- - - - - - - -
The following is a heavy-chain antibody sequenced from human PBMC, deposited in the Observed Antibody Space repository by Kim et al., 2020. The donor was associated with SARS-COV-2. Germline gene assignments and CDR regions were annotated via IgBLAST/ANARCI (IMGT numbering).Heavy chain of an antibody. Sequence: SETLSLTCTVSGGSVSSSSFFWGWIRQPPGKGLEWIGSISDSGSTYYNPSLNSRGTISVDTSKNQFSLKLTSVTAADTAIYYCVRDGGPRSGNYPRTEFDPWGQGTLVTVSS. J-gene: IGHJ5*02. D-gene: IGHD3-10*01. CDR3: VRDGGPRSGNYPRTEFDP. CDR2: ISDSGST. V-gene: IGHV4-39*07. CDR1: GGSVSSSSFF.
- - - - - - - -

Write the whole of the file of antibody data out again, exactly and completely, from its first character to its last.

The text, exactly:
The following is a heavy-chain antibody sequenced from human PBMC, deposited in the Observed Antibody Space repository by Kim et al., 2020. The donor was associated with SARS-COV-2. Germline gene assignments and CDR regions were annotated via IgBLAST/ANARCI (IMGT numbering).Heavy chain of an antibody. Sequence: SETLSLTCTVSGGSVSSSSFFWGWIRQPPGKGLEWIGSISDSGSTYYNPSLNSRGTISVDTSKNQFSLKLTSVTAADTAIYYCVRDGGPRSGNYPRTEFDPWGQGTLVTVSS. J-gene: IGHJ5*02. D-gene: IGHD3-10*01. CDR3: VRDGGPRSGNYPRTEFDP. CDR2: ISDSGST. V-gene: IGHV4-39*07. CDR1: GGSVSSSSFF.